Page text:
Brush tops of empanadas with beaten egg. Bake, switching position of sheets halfway through, until golden brown, about 15 minutes.
Get to know the lady apple for the holiday season. She’s the friend to have in your corner for both the delights of the table and for decorating. It’s bright red and green coloring have earned it the title of the Christmas apple. Long used in wreath making in England, the lady apple tastes sweet/tart when eaten raw and is a lovely addition to holiday stuffings or as a chutney to accompany roasted meats or poultry. This distinctive lady is know in France as the Pomme d’ Api and happens to be the oldest recognized apple variety in the world.
For making a holiday chutney to go with my Lady Apple wreath, I favor Ina Garten’s recipe.
I hope you enjoy it as much as we do here at Laura Cabot Catering!
6 Lady Apples, peeled, cored and half-inch diced
1 cup chopped yellow onion
2 tablespoons minced fresh ginger
1 cup freshly squeezed orange juice (2 oranges)
3/4 cup good cider vinegar
1 cup light brown sugar, lightly packed
1 teaspoon whole dried mustard seeds
1/4 teaspoon hot red pepper flakes
1 1/2 teaspoons kosher salt
3/4 cup raisins
Combine the apples, onion, ginger, orange juice, vinegar, brown sugar, mustard seeds, pepper flakes and salt and in a large saucepan. Bring the mixture to a boil over medium-high heat, stirring occasionally. Reduce the heat to simmer and continue cooking, stirring occasionally, for 50 minutes to 1 hour, until most of the liquid has evaporated. Take off the heat and add the raisins.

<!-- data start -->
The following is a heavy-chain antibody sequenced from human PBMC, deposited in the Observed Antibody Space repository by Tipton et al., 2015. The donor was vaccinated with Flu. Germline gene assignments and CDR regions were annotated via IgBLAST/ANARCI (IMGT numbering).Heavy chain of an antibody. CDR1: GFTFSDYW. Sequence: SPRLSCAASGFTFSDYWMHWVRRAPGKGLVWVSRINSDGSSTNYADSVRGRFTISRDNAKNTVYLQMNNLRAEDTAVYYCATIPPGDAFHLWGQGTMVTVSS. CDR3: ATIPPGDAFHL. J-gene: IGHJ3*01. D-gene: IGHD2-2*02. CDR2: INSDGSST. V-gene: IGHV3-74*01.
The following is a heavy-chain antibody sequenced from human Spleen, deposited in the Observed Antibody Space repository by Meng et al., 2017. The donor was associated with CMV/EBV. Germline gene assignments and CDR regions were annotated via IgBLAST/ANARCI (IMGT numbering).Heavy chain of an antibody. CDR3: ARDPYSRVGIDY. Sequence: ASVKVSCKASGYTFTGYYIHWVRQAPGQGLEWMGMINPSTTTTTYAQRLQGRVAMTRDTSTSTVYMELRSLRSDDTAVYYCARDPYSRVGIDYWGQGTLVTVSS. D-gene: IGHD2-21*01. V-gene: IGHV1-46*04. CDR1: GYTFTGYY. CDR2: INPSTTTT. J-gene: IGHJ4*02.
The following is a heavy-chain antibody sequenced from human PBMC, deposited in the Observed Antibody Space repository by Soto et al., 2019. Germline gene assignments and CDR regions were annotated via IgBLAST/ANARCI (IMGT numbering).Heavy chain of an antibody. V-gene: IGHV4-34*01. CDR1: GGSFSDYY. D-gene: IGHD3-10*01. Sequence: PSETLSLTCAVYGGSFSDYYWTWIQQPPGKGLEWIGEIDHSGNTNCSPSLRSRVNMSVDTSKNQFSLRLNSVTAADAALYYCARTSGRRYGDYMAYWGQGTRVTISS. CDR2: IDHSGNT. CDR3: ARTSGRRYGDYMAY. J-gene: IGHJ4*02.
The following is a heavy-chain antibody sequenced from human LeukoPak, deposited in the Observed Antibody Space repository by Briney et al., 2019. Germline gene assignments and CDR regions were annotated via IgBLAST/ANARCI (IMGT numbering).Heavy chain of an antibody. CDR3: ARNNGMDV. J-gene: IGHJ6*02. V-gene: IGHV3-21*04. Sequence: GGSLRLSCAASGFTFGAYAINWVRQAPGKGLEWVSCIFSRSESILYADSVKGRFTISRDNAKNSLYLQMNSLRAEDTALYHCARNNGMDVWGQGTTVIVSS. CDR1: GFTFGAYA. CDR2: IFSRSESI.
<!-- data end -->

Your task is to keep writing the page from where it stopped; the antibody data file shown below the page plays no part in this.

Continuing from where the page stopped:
Set aside to cool and store covered in the refrigerator for up to 2 weeks.
TOMATO CAKE – Born of the depression this cake is delicious and can be made with either red or green tomatoes. It’s vegetarian and Vegan, yummy and an excellent way to use up the late summer’s tomato bounty, serves four
11/2 cup whole wheat flour
1 TSP each baking powder and soda
pinch of sea salt
3/4 cup light brown sugar
cinnamon and nutmeg to taste
1 cup of fresh tomato pulp, blanched, skinned, seeded , chopped and drained well.
1/3 cup virgin olive oil
2 TB apple cider vinegar
Mix wet and dry ingredients, do not overmix.
Place in a baking pan, 91/2 inches works well. Sprinkle with sugar.
Bake in a preheated 350 degree oven for 30-35 minutes or until toothpick inserted comes out clean.
Eat this yummy treat right out of the oven to enjoy a crisp top crust.
Allium tricoccum — also known as the ramp, spring onion, ramson, wild leek, wild garlic, and, in French, ail sauvage and ail des bois — is an early spring vegetable with a strong garlicky odor and a pronounced onion flavor. Wikipedia
Steam the fiddleheads over boiling water for 5 minutes or until they are crisp-tender. Drain, then chill in a bowl of ice and cold water to stop the cooking. When they have cooled, transfer to colander to drain.
In a small bowl whisk together the yogurt, mayonnaise, lemon juice, mustard, wild ramp greens. Add salt and pepper to taste, whisking until the sauce is smooth. Serve the Fiddleheads topped with the sauce.
Few things are sweeter than a little time spent in a sugar shack. Especially when the sap is running and the boil is on! Add to that a short stack of flapjacks and homemade sausage covered in amber syrup and there you have it…sugaring time in Maine.It is tradition and it is precious family time as well. Given the sunny day, families were out in droves across the state to enjoy breakfast, sometimes al fresco, or even better…. in a haze of sweet smoke and steam.